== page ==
How to break the all-or-nothing lifestyle cycle.


Are you the type of person who eats in a reasonable way Monday morning through Friday afternoon? Or from breakfast through dinner?

But when that clock strikes 5 p.m. on Friday, or the kitchen closes down after dinner, you start to go Incredible Hulk?

Are you over-eating?

You know the drill.

By the time the weekend or night is over, you’ve eaten (or drunk) way too much, often of the foods you wouldn’t normally choose.

You feel crappy. Guilty. Regretful. Maybe angry at yourself. Your workout the next day sucks.

And any progress you’ve made towards having the body you want was erased thanks to the brief spell of eating or boozing mayhem.

It might even seem like nighttime or weekend eating is so strong, it’s like a recurring disease.

Let’s call it: Weekenditis.

How to catch Weekenditis

Looking to get a nasty case of Weekenditis? Here’s how the virus spreads.

  1. Be perfect.
    Have an eating routine that is “perfect”. Follow strict meal plans to the last teaspoon Monday morning through Friday afternoon, or breakfast through dinner.Get so sick of the boring, bland, and restrictive eating that you can’t wait to actually eat food you enjoy, all weekend or all evening.
  2. Always go 100%.
    After you create your “perfect” meal plan or “diet rules”, start worrying about screwing them up.Create a sense of future epic failure that justifies overeating.For example:“It’s Saturday, I’m out with my family, and I can’t have my regular pre-portioned perfect chicken salad like I usually do for lunch, so instead, I’ll just overeat a large double-cheese and pepperoni pizza.”Don’t be reasonable about this. That’s for weaklings and quitters who like being mediocre.
  3. Trade off good behavior.
    Just like in prison or being five years old, you get time off your sentence, bonuses, and freebies for being a good boy.One “good deed” gives you license to “sin” elsewhere.“Good” eating during the week gives you permission to be “bad” on the weekends. Or “good” eating during the day gives you permission to be “bad” at night.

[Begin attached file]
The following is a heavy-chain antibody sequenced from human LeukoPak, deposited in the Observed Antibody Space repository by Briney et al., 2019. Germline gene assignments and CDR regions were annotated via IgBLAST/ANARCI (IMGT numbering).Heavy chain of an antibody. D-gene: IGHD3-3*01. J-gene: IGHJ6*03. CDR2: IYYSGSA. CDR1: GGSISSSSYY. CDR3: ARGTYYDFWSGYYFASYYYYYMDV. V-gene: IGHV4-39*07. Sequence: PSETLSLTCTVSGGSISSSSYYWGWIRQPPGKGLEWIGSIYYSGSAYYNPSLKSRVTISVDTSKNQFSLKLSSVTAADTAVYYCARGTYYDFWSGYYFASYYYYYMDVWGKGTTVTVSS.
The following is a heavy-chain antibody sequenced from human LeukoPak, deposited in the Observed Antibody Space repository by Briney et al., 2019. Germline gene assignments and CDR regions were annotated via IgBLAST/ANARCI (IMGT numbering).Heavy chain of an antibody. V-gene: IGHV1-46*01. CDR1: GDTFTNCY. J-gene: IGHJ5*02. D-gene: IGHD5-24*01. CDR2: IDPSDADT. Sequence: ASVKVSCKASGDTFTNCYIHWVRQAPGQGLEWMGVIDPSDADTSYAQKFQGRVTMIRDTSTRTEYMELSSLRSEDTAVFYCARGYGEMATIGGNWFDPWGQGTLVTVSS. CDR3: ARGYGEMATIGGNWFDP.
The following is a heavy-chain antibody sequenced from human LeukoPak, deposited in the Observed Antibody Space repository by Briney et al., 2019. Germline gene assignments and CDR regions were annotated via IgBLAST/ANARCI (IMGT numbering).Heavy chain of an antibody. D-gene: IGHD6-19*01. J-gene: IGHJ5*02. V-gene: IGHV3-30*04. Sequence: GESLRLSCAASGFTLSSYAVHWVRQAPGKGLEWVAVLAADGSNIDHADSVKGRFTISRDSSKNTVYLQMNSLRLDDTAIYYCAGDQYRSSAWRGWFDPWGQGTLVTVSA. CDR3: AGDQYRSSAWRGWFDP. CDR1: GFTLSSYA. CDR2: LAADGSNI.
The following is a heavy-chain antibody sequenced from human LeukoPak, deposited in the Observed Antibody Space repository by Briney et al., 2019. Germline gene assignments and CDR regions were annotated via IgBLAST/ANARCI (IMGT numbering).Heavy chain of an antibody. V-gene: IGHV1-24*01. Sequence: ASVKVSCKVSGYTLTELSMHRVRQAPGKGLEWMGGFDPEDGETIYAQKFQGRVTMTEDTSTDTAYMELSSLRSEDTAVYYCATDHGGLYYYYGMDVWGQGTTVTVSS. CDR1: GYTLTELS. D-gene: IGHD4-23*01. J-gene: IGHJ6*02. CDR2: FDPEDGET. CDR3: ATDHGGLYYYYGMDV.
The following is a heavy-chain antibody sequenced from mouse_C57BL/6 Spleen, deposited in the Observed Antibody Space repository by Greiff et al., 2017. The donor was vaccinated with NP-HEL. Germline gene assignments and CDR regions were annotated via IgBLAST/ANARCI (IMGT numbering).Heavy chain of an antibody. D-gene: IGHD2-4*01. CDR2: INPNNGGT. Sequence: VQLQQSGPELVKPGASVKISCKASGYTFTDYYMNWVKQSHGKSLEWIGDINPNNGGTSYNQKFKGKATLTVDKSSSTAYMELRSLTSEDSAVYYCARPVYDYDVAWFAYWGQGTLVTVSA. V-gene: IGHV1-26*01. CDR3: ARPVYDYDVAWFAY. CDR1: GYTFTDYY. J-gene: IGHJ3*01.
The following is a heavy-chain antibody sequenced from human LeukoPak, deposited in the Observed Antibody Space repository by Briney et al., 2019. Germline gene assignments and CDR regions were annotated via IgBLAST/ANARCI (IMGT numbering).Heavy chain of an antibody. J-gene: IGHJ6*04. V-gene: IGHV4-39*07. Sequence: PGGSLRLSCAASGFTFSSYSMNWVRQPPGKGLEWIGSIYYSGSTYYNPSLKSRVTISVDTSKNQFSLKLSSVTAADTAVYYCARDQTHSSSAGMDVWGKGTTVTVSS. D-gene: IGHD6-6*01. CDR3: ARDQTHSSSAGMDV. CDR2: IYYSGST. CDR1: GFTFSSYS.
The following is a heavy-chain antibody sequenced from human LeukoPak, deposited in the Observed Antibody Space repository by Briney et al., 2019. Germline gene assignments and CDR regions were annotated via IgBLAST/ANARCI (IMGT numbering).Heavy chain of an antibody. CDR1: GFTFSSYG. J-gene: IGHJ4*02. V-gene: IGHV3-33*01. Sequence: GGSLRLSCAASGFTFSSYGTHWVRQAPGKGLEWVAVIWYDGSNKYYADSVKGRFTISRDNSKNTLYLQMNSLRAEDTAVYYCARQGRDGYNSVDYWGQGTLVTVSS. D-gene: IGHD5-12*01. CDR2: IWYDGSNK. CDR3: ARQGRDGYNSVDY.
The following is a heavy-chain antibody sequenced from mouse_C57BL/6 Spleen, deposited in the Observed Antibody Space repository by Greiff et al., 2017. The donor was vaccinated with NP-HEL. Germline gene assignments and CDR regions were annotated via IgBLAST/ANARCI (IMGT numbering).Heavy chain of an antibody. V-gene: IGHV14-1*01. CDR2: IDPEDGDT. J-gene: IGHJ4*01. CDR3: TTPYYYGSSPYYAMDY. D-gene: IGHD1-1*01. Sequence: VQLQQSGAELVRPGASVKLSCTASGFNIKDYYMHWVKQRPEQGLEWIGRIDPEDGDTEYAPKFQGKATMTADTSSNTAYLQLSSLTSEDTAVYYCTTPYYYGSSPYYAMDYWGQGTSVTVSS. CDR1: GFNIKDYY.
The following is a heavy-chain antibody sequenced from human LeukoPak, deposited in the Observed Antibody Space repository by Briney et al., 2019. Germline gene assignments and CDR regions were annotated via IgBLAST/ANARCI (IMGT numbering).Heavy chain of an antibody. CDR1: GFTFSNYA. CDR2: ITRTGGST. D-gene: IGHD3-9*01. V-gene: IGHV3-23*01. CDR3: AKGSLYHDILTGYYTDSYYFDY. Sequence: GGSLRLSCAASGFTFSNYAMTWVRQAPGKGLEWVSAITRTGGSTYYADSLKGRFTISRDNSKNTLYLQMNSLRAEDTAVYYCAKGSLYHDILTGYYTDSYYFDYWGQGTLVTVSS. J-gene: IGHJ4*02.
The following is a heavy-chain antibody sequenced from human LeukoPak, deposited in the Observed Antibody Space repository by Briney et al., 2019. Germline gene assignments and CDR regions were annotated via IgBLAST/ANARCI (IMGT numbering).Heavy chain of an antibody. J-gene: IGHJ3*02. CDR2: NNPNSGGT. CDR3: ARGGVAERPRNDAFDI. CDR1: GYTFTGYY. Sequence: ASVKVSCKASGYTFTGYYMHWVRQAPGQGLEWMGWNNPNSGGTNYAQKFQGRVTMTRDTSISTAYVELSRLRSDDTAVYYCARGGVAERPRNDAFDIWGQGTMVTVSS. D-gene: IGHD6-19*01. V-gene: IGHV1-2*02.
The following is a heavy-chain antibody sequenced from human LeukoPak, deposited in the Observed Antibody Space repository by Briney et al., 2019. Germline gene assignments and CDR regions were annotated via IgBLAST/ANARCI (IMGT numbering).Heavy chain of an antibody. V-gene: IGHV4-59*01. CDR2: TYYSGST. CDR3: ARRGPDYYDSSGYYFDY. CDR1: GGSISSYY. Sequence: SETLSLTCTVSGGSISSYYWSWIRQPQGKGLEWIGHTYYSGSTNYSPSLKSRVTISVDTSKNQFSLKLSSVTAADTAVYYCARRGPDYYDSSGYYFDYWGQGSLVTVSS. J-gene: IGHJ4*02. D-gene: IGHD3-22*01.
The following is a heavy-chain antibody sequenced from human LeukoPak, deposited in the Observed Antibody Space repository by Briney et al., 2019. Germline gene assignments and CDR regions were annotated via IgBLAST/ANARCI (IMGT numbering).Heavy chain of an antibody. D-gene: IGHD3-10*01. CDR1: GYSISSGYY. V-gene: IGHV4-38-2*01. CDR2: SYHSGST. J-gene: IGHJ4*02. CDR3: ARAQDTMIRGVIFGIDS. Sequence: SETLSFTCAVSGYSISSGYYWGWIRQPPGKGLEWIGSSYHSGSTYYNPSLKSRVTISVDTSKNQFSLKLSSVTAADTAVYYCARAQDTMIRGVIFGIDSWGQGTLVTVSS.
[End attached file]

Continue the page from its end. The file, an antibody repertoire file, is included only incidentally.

4. Say “Screw it”.
    If you overeat, or eat the “wrong” foods, don’t stop eating. Eat more.You’ve gone out for pizza and beer with the boys. That means screw it, you’ve “blown your diet”, so you might as well keep eating before tomorrow morning.Doesn’t matter if you’re full. Keep going until your esophagus clogs.With the Screw It Effect, there are no half measures.Go out with guns a-blazin’.
  5. Have a “Cheat Day”.
    Monday through Saturday is your food purgatory. But Sunday . . . oh, Sunday.That’s Cheat Day. The happiest day of your week.You wake up Cheat Day morning like a kid at Christmas. Go hog wild all day long, eating all the stuff you didn’t permit yourself during the week.Then as evening nears, start to freak out. And eat (and maybe drink) even more.Because tomorrow, it’s back to “the rules”. And strict compliance. And no fun.
  6. Rationalise.
    Weekends and evenings present all sorts of comfortable justifications for eating a bunch of non-nutritious foods.It could be anything.You were busy. Or maybe you had nothing going on.You were traveling. Or maybe you were at home.You were at work. Or you had no work to do.You had family/social meals. Or maybe you ate alone.Anything, any excuse, will do.Poor you! Victim of circumstance!
  7. Avoid the Sunday blahs.